Chip & Sandra have worked their way up the corporate ladder while also raing their children. Their youngest daughter recently graduated college, and their other two sons are following in their parent’s footsteps by working their way up in large companies. Once their first grandchild was born, Chip and Sandra began to wonder what the next phase of their life would look like.
In two years, Chip will have been with his company for 35 years. Both he and Sandra had accrued many benefits from their employers over the years. From their 401(k) to deferred compensation, restricted stock, and even pension benefits. Not to mention their other savings, investments, and social security benefits.
They had always envisioned a retirement in which they would both be very active. They love to travel, hike, and Chip occasionally enjoys fly fishing. Sandra is a cancer survivor and they both enjoy participating in “races for the cure” and donating to cancer research efforts. But how are we going to use all our benefits to fund retirement? Would pension, social security, and 401(k) be enough? What should we do with our restricted stock and deferred compensation? What are the tax implications of each of these benefits and how can we maximize what we have? These were all questions they needed answers to.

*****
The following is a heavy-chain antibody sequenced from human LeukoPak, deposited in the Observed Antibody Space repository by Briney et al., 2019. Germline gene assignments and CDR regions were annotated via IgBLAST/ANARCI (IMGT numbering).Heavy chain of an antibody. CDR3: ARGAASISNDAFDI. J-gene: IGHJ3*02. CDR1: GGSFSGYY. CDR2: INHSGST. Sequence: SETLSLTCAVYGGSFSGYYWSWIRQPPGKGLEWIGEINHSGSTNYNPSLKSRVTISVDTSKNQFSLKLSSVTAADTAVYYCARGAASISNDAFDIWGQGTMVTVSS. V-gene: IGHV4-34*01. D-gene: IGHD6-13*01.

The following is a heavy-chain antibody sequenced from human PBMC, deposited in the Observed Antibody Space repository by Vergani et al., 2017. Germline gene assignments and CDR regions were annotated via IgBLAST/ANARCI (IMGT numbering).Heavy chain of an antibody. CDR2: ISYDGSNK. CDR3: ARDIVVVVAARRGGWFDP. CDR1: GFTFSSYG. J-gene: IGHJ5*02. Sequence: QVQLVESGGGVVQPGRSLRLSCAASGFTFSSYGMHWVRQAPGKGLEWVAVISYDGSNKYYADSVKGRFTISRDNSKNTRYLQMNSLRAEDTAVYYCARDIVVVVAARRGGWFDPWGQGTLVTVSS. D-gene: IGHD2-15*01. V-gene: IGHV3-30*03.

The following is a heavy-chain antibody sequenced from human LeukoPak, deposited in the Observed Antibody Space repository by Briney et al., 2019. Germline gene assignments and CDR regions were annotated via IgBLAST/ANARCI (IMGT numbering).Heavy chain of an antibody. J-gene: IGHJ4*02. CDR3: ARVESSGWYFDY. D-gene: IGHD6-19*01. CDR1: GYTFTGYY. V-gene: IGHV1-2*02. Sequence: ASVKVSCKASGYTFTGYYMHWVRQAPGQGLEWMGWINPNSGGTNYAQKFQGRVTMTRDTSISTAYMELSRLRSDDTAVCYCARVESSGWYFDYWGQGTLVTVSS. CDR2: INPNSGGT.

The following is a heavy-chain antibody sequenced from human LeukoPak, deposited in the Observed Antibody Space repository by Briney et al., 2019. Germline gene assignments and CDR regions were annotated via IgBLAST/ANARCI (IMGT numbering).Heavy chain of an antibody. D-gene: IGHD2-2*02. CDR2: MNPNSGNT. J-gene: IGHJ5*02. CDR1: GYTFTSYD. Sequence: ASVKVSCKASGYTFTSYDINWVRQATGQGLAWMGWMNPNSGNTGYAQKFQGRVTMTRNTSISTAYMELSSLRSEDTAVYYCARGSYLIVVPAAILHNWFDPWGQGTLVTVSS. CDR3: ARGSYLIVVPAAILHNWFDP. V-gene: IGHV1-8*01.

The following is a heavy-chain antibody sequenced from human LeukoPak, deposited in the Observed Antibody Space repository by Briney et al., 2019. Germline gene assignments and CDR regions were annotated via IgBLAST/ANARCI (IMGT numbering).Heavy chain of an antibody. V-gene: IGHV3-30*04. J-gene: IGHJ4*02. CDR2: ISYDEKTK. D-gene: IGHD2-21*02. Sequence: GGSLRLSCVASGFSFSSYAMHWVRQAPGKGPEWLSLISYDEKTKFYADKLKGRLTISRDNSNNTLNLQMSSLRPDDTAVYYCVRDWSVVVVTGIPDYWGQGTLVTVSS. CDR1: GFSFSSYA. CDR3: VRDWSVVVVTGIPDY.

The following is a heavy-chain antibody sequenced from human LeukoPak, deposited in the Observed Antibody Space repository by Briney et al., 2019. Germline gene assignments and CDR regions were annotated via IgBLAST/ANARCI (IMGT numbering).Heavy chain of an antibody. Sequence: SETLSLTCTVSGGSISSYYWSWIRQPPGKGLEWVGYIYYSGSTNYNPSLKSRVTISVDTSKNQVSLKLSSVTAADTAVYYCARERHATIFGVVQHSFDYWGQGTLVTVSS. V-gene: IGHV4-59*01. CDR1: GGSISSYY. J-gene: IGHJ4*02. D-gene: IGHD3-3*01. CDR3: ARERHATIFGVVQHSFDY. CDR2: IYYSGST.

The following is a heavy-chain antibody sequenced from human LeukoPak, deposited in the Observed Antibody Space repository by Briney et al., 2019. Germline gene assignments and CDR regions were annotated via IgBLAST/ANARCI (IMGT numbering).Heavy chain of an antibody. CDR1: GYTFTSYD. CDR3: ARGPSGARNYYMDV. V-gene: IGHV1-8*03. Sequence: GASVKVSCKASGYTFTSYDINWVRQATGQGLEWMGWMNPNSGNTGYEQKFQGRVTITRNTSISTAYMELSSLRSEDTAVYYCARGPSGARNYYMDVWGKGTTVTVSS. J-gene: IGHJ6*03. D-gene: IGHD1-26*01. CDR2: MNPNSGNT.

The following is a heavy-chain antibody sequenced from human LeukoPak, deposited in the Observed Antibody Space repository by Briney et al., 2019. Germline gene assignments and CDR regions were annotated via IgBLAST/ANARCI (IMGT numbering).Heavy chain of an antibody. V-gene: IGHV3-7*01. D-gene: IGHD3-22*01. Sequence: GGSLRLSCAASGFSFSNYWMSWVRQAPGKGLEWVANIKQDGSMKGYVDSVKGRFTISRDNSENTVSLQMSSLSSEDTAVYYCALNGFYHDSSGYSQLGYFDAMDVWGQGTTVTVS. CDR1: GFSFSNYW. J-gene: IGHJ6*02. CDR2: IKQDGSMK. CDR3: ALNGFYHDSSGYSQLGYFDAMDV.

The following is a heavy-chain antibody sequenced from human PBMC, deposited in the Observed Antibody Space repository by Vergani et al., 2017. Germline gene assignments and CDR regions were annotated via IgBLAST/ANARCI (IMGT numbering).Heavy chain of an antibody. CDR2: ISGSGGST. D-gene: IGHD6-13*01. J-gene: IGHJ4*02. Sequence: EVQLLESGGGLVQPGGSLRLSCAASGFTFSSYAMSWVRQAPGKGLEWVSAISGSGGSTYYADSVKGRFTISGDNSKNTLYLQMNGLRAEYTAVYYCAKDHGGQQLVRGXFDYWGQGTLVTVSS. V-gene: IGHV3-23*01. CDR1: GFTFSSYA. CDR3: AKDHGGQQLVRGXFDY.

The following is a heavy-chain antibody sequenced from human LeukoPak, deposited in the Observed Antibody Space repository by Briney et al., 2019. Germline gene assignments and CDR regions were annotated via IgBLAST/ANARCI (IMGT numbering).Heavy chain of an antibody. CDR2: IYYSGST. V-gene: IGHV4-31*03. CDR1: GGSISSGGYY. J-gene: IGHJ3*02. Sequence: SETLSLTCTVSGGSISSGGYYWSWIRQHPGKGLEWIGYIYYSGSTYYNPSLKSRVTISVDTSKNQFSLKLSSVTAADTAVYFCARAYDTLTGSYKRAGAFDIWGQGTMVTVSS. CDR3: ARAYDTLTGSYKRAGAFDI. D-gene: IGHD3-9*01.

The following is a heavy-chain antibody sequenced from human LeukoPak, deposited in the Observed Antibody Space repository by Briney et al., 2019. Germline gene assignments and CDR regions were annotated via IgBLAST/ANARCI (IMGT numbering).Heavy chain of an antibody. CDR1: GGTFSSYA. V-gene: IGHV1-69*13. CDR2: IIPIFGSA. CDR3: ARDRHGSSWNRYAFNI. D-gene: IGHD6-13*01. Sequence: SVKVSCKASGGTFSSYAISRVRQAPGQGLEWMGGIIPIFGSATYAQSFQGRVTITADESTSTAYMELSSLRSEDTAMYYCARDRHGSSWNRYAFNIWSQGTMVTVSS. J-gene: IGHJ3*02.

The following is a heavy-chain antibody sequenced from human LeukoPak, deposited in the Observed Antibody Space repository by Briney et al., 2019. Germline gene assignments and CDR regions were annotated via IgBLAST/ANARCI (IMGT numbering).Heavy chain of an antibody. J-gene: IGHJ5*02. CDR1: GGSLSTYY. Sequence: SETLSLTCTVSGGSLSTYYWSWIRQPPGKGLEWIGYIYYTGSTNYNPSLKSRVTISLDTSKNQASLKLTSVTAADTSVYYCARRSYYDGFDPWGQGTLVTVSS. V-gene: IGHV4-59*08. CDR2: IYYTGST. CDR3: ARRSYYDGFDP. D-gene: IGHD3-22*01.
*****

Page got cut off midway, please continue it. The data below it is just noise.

Chip & Sandra’s current plan was to continue maxing out their 401(k)’s until their retirement. Once retired, Chip wanted to get as much as he could, as quick as possible, from his company benefits. He wanted to take a lump sum of his deferred compensation and claim his pension as soon as he walked out the door. They figured they could also claim their social security benefits and supplement their income with their 401(k)’s and Chip’s company stock.
Given Chip & Sandra’s current plans, they were not on track for being able to retire in two years. Chip’s idea of getting the most out of his company benefits when he retires would end up costing him unnecessary taxes, thus depleting what he built up with his company. Their current plan also exposed them to unnecessary market volatility, inflation risk, and rising tax rates.
Knowing this, we needed to strategize with Chip & Sandra to create a withdrawal plan to provide them with a reliable income stream and maximize what they get from their company benefits:
Putting all these actions together, Chip & Sandra were on track for retirement in two years. Having a plan allowed Chip & Sandra to maximize what they got out of their employee benefits and created a reliable income stream throughout retirement. Our changes also helped Chip & Sandra lower their exposure to market volatility and decrease the impact that inflation and rising taxes could have on their retirement.
Disclosure: This narrative represents a hypothetical client situation. Results are not typical or guaranteed. Any results achieved or implied in this narrative are not necessarily the most common outcome. Information presented is believed to be current and should not be viewed as personalized investment advice. Information presented in this narrative should not be viewed as an offer to buy or sell any securities or as legal or tax advice. You should always consult an attorney or tax professional regarding your specific legal or tax situation.